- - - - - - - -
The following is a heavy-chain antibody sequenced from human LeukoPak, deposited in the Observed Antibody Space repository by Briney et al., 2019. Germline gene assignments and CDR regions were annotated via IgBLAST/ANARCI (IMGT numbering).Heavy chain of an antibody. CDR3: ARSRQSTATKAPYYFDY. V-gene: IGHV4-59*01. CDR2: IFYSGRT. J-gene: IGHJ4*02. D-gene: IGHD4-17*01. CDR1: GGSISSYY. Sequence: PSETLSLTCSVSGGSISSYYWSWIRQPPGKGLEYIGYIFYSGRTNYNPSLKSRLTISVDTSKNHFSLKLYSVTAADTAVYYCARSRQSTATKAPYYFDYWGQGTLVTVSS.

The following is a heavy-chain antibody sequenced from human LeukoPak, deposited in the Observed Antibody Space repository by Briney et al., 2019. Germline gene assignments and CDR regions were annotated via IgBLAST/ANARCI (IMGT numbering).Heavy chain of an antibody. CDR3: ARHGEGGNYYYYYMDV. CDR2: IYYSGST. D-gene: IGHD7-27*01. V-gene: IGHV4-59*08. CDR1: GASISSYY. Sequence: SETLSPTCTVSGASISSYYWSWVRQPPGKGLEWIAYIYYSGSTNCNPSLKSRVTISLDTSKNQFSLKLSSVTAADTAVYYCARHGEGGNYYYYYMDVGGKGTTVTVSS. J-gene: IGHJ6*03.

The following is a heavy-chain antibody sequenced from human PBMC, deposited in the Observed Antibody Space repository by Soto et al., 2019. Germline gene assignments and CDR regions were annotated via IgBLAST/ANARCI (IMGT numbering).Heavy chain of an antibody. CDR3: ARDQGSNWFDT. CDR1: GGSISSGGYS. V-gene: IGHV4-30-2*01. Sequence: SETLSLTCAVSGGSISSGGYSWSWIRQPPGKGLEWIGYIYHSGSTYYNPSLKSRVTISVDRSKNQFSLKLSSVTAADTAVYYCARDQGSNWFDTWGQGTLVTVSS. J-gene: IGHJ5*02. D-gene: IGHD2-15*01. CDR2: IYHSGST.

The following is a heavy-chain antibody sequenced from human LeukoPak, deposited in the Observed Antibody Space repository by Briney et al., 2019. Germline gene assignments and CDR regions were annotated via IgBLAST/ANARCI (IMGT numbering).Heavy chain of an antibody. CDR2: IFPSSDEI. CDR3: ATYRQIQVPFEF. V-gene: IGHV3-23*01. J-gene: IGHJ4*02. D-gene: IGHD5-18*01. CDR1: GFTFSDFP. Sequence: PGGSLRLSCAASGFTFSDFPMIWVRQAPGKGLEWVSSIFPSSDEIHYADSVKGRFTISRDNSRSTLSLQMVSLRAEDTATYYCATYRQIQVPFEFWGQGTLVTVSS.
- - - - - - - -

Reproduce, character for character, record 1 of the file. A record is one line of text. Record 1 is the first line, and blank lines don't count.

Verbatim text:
The following is a heavy-chain antibody sequenced from human LeukoPak, deposited in the Observed Antibody Space repository by Briney et al., 2019. Germline gene assignments and CDR regions were annotated via IgBLAST/ANARCI (IMGT numbering).Heavy chain of an antibody. CDR3: ARSRQSTATKAPYYFDY. V-gene: IGHV4-59*01. CDR2: IFYSGRT. J-gene: IGHJ4*02. D-gene: IGHD4-17*01. CDR1: GGSISSYY. Sequence: PSETLSLTCSVSGGSISSYYWSWIRQPPGKGLEYIGYIFYSGRTNYNPSLKSRLTISVDTSKNHFSLKLYSVTAADTAVYYCARSRQSTATKAPYYFDYWGQGTLVTVSS.